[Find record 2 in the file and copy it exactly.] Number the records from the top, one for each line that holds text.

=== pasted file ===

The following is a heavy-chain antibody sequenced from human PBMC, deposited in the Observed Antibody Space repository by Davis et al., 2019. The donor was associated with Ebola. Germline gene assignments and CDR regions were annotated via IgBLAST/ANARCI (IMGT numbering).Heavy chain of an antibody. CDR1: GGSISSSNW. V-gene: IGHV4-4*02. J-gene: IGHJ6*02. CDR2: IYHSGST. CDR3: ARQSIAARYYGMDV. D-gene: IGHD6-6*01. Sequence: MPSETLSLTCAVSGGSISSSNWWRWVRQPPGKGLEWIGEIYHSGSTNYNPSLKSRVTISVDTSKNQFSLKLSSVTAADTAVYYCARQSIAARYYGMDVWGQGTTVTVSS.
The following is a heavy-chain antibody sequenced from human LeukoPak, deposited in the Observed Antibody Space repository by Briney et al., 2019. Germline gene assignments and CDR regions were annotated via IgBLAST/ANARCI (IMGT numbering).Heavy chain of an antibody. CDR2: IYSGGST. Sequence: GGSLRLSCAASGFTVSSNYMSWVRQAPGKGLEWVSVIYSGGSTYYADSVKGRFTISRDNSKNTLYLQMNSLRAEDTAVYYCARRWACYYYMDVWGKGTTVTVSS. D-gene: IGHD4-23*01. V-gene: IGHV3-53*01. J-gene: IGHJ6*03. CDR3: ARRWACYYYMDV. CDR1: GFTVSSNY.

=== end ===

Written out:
The following is a heavy-chain antibody sequenced from human LeukoPak, deposited in the Observed Antibody Space repository by Briney et al., 2019. Germline gene assignments and CDR regions were annotated via IgBLAST/ANARCI (IMGT numbering).Heavy chain of an antibody. CDR2: IYSGGST. Sequence: GGSLRLSCAASGFTVSSNYMSWVRQAPGKGLEWVSVIYSGGSTYYADSVKGRFTISRDNSKNTLYLQMNSLRAEDTAVYYCARRWACYYYMDVWGKGTTVTVSS. D-gene: IGHD4-23*01. V-gene: IGHV3-53*01. J-gene: IGHJ6*03. CDR3: ARRWACYYYMDV. CDR1: GFTVSSNY.